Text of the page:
VP8* antigen produced in tobacco transplastomic plants confers protection against bovine rotavirus infection in a suckling mouse model
Group A rotavirus is a major leading cause of diarrhea in mammalian species worldwide. In Argentina, bovine rotavirus (BRV) is the main cause of neonatal diarrhea in calves. VP4, one of the outermost capsid proteins, is involved in various virus functions. Rotavirus infectivity requires proteolytic cleavage of VP4, giving an N-terminal non-glycosilated sialic acid-recognizing domain (VP8*), and a C-terminal fragment (VP5*) that remains associated with the virion. VP8* subunit is the major determinant of the viral infectivity and one of the neutralizing antigens.In this work, the C486 BRV VP8* protein was produced in tobacco chloroplasts. Transplastomic plants were obtained and characterized by Southern blot, northern blot and western blot. VP8* was highly stable in the transplastomic leaves, and formed insoluble aggregates that were partially solubilized by sonication. The recombinant protein yield was 600 μg/g of fresh tissue (FT). Both the soluble and insoluble fractions of the VP8* plant extracts were able to induce a strong immune response in female mice as measured by ELISA and virus neutralization test. Most important, suckling mice born to immunized dams were protected against oral challenge with virulent rotavirus. Results presented here contribute to demonstrate the feasibility of using antigens expressed in transplastomic plants for the development of subunit vaccines.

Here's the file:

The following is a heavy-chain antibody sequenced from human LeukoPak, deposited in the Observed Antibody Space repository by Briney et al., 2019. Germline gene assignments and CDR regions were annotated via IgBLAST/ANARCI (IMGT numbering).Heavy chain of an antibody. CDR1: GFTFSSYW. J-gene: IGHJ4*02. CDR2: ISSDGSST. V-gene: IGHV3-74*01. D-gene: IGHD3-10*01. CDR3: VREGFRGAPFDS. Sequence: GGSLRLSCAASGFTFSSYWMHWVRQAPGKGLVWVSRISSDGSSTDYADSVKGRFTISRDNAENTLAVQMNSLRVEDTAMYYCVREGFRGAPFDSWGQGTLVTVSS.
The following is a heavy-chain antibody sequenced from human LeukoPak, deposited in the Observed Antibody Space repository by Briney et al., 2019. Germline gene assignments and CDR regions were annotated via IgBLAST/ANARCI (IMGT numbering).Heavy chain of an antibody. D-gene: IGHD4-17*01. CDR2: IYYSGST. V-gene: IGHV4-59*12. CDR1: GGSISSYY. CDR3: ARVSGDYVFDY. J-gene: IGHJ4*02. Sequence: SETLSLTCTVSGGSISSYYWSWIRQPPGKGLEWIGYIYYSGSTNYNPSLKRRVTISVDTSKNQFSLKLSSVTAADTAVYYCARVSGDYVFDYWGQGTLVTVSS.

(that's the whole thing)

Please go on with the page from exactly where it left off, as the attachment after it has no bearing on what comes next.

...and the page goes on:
► In this work, we produce transplastomic tobacco plants expressing the BRV C486 VP8* protein. ► VP8* protein produced in tobacco chloroplasts accumulated as a very stable protein. ► VP8* plant extracts were able to induce a strong immune response in female mice. ► Female mice immunized with VP8* were able to passively protect their offspring from challenge.
Journal: Journal of Biotechnology - Volume 156, Issue 2, 10 November 2011, Pages 100–107